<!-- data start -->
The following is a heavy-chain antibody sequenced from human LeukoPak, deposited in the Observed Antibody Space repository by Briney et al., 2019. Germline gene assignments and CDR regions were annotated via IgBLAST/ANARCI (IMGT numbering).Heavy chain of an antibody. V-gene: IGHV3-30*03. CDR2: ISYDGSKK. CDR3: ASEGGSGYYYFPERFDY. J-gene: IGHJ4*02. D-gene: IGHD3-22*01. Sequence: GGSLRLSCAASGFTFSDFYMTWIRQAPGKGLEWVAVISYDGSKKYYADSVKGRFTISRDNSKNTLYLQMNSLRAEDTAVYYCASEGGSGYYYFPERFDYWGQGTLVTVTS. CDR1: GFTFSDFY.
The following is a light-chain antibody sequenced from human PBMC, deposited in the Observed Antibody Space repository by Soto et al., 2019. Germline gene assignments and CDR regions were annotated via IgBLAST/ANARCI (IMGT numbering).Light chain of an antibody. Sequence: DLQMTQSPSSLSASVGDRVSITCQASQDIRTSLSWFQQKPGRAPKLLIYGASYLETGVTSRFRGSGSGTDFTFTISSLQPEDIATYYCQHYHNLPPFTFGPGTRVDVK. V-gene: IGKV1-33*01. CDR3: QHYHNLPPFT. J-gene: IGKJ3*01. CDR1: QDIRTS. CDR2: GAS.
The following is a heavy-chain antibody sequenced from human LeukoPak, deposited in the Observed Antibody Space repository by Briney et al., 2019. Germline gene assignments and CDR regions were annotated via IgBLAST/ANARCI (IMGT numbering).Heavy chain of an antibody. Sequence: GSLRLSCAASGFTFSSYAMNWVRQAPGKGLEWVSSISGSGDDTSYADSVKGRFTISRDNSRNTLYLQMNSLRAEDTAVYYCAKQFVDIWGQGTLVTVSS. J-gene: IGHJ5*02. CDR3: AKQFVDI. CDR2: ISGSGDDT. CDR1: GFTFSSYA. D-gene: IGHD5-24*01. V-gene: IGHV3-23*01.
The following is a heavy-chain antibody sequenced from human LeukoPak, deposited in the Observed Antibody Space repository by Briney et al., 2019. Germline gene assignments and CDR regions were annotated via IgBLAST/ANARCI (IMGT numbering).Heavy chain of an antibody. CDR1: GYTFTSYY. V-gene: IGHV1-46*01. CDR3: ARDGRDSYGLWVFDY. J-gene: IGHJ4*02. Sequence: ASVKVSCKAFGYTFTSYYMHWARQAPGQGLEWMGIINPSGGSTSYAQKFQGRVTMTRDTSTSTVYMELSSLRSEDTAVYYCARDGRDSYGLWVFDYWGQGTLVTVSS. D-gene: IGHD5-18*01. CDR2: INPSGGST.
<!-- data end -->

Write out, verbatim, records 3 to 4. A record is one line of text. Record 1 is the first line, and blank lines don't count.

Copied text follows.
The following is a heavy-chain antibody sequenced from human LeukoPak, deposited in the Observed Antibody Space repository by Briney et al., 2019. Germline gene assignments and CDR regions were annotated via IgBLAST/ANARCI (IMGT numbering).Heavy chain of an antibody. Sequence: GSLRLSCAASGFTFSSYAMNWVRQAPGKGLEWVSSISGSGDDTSYADSVKGRFTISRDNSRNTLYLQMNSLRAEDTAVYYCAKQFVDIWGQGTLVTVSS. J-gene: IGHJ5*02. CDR3: AKQFVDI. CDR2: ISGSGDDT. CDR1: GFTFSSYA. D-gene: IGHD5-24*01. V-gene: IGHV3-23*01.
The following is a heavy-chain antibody sequenced from human LeukoPak, deposited in the Observed Antibody Space repository by Briney et al., 2019. Germline gene assignments and CDR regions were annotated via IgBLAST/ANARCI (IMGT numbering).Heavy chain of an antibody. CDR1: GYTFTSYY. V-gene: IGHV1-46*01. CDR3: ARDGRDSYGLWVFDY. J-gene: IGHJ4*02. Sequence: ASVKVSCKAFGYTFTSYYMHWARQAPGQGLEWMGIINPSGGSTSYAQKFQGRVTMTRDTSTSTVYMELSSLRSEDTAVYYCARDGRDSYGLWVFDYWGQGTLVTVSS. D-gene: IGHD5-18*01. CDR2: INPSGGST.